About the Lab
The general research of the Perception-Action Laboratory concerns how we adapt corrective balance reactions to meet environmental challenges under extreme time pressure.
In the Perception-Action lab we study how we adapt corrective balance reactions to meet environmental challenges under extreme time pressure. Although a complex nervous system allows for the production of goal-oriented movements, time delays associated with traversing an expansive neural network are at odds with the demand for rapid action. In balance recovery, many of the mechanisms for generating corrective postural adjustments are embedded within basic levels of the neural hierarchy (e.g. spinal cord and brainstem) thereby minimizing processing delays. However, when recovery actions need to adapt to complicated environments these automatic responses are insufficient. Here the brain must play a role. In our research we use techniques that directly assess brain function, such as magnetic brain stimulation and electroencephalography, to address the role of the brain in reactive balance. The aim is to determine how the brain overcomes conflicting demands to produce movement in a fast yet context-specific manner to avoid a fall in complex environments.
The Perception-Action lab was founded by Dr. Dave Bolton in September of 2016. The initial lab space was in room 119b of the HPER building. Since that time, the lab has now expanded and shares space in the Center for Clinical Excellence with several otherresearchers in the department.
Every year there are new studies taking place in the Perception-Action Lab. Some of these studies are faculty-led, while others are master’s degree projects.
This study investigates how our brain can help us prepare balance recovery movements prior to a fall by simple observation of our surroundings.
This study uses Transcranial Magnetic Stimulation (TMS) to measure how the nervous system adapts following damage to the knee joint.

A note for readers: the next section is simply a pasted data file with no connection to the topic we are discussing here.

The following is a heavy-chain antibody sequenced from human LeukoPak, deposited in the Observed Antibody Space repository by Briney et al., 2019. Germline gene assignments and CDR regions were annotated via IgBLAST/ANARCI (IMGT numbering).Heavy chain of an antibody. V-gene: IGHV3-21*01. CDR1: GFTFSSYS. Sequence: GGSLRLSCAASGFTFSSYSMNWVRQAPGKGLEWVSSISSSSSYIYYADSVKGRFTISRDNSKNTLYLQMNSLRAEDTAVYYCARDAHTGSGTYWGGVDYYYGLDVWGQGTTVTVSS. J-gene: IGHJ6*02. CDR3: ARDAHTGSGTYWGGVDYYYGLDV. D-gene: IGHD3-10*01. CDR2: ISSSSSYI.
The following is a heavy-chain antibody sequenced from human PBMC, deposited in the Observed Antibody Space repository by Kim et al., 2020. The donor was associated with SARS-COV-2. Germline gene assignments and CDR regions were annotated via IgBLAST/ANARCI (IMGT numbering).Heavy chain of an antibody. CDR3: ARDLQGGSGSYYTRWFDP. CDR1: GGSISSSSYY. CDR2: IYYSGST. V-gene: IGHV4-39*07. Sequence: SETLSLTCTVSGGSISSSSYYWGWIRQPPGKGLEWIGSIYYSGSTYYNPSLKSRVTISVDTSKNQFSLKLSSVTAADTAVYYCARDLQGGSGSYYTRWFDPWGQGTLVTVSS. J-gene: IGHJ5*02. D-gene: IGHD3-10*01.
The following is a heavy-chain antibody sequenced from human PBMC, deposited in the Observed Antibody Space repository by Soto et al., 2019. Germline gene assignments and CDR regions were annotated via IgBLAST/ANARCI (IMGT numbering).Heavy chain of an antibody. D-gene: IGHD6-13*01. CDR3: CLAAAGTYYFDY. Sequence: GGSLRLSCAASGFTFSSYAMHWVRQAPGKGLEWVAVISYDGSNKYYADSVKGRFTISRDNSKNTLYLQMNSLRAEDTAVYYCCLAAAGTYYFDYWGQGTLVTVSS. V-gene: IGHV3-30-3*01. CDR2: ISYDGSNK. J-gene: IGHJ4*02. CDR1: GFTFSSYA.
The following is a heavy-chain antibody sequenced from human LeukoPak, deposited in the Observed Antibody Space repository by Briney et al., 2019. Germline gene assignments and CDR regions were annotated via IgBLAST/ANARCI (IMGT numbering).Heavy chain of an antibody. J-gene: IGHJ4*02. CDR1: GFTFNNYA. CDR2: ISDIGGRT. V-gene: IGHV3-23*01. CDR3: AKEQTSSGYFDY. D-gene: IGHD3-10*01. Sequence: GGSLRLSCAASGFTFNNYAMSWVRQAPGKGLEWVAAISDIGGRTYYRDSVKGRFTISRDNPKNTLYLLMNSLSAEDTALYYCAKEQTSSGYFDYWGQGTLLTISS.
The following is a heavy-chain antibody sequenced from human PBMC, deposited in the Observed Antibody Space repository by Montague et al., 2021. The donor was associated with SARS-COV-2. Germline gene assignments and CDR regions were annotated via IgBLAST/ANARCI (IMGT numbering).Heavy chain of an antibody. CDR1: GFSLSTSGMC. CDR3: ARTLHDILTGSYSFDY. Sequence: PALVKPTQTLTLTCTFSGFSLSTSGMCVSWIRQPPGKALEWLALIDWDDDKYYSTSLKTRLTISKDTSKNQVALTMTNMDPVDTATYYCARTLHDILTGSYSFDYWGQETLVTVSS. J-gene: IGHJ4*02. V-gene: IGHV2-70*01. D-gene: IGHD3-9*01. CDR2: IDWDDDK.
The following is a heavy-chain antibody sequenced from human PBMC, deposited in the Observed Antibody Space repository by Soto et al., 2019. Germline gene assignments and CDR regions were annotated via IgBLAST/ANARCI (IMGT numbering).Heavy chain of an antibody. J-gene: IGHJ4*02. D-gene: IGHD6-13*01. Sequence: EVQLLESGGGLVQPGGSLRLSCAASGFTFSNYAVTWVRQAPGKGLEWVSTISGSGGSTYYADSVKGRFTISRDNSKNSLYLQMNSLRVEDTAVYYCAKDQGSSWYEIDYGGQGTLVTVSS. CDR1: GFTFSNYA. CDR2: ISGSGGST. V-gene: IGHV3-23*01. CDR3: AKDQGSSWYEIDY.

The purpose of this research is to investigate how the brain is equipped to produce rapid, goal-directed movements in cluttered environments.Here, we use Electroencephalography (EEG) to measure specific brain signals that predict how well we can stop an automatic, but unwanted balance recovery step.
This project willdescribe the role of the norepinephrine (NE) system in facilitating reactive balance.This is an important neuromodulator for attention and may play a key role in boostingcognitive function to aid with fall prevention.
Labs and Facilities
Health, Physical Education, and Recreation (HPER)
Sorenson Center for Clinical Excellence (SCCE)
We have two laboratories dedicated to our research. One is located in the Health, Physical Education, and Recreation (HPER) Building and the other is a shared laboratory space located in the newly constructed Sorenson Legacy Foundation Center for Clinical Excellence (SCCE) building. Combined, these two laboratories are equipped with Magstim Transcranial Magnetic Stimulation units, a Cambridge Electronic Design data acquisition system, Delsys electromyography systems, an ANTNeuro electroencephalography system, liquid crystal occlusion spectacles from Translucent Technologies Inc., and force plates (Kistler and Bertec). Software programs used include Signal, Matlab, Labview, and ASA. Additionally, these laboratories are equipped with Lean and Release systems to impose temporally unpredictable forward perturbations.
If you are interested in getting involved, contact Dr. Bolton. Please note that availablity within the lab is determined by the needs of the current projects. Visit the Research Opportunitites page for this lab to learn more.